Sour milk cheese
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Sour milk cheese or acid-set cheese is a cheese that has been curdled (coagulated) by natural souring or by the addition of lactic acid bacteria, such as traditional curd cheese or cottage cheese. Sour milk cheese does not use rennet for coagulation.
Sour milk cheese generally ripens for no more than two weeks in comparative warmth. 100 litres of milk yield about 8 to 9 kilograms of sour milk cheese, which contains less than 10% fat and up to 37% protein. Most sour milk cheeses are white mould cheeses or red mould cheeses, and many are flavoured with caraway (e.g. traditional Latvian Jāņi cheese).
In Germany the term Sauermilchkäse is usually applied to ripened acid-set cheeses only, but not to fresh cheeses. The various types of ripened sour milk cheese include:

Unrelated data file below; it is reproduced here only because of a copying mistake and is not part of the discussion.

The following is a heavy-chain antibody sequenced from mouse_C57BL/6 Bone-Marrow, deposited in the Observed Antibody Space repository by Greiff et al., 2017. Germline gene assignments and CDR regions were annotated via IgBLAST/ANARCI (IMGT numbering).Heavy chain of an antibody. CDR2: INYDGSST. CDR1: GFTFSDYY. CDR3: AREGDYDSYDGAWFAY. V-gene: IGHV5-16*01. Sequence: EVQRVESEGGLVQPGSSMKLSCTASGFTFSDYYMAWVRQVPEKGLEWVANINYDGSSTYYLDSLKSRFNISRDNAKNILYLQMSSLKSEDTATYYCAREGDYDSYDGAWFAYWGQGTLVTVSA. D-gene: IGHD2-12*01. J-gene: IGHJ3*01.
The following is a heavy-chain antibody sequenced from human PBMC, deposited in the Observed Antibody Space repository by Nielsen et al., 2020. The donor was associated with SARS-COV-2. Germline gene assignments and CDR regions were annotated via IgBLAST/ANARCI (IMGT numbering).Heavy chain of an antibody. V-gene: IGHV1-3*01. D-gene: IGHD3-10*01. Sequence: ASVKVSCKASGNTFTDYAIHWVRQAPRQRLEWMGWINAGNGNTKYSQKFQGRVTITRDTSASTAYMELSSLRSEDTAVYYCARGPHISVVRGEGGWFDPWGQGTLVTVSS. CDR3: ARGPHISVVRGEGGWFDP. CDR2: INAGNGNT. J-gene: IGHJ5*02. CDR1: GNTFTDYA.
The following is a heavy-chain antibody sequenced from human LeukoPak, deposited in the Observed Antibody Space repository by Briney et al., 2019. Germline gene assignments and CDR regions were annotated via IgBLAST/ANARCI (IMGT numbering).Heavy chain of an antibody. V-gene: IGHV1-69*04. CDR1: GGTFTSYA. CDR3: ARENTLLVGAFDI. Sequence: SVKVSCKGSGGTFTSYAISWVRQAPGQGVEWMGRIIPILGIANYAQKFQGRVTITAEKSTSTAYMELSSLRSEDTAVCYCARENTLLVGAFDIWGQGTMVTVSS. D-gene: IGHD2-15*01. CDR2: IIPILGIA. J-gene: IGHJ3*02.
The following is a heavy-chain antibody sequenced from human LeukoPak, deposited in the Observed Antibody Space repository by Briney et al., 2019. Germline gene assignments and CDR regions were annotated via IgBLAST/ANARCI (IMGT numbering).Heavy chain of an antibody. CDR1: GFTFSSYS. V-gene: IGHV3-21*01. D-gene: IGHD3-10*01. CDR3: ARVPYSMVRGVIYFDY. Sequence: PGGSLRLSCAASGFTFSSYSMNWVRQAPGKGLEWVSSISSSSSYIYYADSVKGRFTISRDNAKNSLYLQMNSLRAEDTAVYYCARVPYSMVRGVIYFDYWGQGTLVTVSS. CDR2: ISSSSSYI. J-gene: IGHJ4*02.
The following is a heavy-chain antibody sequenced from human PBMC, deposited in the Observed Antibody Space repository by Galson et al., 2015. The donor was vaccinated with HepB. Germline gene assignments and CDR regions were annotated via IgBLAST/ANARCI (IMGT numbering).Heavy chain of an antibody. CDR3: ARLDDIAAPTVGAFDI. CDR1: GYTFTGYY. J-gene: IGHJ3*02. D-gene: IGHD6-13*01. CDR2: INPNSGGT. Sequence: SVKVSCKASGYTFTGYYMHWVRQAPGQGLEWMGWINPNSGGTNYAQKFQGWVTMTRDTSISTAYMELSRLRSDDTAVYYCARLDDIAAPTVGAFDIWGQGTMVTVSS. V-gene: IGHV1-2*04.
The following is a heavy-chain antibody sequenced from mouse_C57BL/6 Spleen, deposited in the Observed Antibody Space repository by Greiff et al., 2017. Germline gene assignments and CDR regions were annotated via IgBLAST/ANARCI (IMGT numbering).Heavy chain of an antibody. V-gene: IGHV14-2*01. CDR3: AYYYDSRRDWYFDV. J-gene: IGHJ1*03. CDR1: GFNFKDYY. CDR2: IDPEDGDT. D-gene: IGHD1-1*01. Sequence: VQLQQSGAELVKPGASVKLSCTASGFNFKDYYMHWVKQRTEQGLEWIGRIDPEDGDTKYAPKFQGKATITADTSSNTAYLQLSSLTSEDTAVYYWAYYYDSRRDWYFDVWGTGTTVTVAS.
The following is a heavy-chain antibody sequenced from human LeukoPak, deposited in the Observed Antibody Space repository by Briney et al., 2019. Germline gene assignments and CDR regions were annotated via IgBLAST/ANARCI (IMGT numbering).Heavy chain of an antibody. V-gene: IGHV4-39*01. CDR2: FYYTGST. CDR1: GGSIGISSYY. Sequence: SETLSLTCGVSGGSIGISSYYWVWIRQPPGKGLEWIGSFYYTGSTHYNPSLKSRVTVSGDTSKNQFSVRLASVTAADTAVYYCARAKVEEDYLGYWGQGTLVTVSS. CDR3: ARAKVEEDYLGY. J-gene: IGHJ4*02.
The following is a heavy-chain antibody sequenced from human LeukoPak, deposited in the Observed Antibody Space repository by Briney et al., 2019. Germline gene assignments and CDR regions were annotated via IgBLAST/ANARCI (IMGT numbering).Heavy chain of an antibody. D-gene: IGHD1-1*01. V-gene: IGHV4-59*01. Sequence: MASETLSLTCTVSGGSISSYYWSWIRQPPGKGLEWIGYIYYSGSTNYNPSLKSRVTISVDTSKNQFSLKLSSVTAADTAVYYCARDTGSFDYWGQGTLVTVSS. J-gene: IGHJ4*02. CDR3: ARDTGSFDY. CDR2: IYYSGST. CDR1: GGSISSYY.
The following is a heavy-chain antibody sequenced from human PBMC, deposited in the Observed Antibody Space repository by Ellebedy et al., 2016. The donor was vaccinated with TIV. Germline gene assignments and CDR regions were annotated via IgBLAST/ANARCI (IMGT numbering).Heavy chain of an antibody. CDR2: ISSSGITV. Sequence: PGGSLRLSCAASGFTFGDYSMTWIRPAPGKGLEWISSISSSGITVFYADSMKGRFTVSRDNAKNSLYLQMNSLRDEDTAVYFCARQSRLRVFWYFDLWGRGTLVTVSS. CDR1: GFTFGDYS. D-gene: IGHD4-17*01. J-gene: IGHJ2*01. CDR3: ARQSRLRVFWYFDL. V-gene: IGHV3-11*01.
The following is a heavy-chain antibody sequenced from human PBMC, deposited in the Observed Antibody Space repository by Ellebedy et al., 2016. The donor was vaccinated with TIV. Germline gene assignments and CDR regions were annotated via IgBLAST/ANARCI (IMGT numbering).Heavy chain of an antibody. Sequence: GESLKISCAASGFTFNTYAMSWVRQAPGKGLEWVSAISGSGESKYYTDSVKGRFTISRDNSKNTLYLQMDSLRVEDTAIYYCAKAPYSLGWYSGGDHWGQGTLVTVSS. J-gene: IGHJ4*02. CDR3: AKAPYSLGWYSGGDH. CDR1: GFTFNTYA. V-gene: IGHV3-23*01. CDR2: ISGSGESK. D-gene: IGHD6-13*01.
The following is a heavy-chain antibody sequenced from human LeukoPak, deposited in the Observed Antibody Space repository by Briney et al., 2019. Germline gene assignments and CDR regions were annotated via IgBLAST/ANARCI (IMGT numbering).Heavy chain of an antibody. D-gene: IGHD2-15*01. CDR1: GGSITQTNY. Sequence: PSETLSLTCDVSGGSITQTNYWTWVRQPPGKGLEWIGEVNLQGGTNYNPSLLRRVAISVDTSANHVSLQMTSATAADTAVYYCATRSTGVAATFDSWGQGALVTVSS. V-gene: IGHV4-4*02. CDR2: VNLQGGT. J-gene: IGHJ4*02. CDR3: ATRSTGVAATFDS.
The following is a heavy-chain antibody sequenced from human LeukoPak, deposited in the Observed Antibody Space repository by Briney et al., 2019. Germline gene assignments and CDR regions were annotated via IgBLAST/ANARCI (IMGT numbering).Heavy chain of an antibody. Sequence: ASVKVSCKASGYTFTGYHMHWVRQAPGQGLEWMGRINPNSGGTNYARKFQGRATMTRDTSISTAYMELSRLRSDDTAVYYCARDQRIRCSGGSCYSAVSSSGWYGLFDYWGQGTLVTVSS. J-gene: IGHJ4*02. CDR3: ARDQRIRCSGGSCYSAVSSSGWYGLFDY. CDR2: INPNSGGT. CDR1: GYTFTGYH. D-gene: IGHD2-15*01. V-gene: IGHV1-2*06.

- A. Varnam, Jane P. Sutherland: Milk and Milk Products: Technology, Chemistry and Microbiology
- Baker’s Cheese: On The Crossroads Between Acid Cheese And Rennet Cheese
- Garde Manger: The Art and Craft of the Cold Kitchen. Culinary Institute of America
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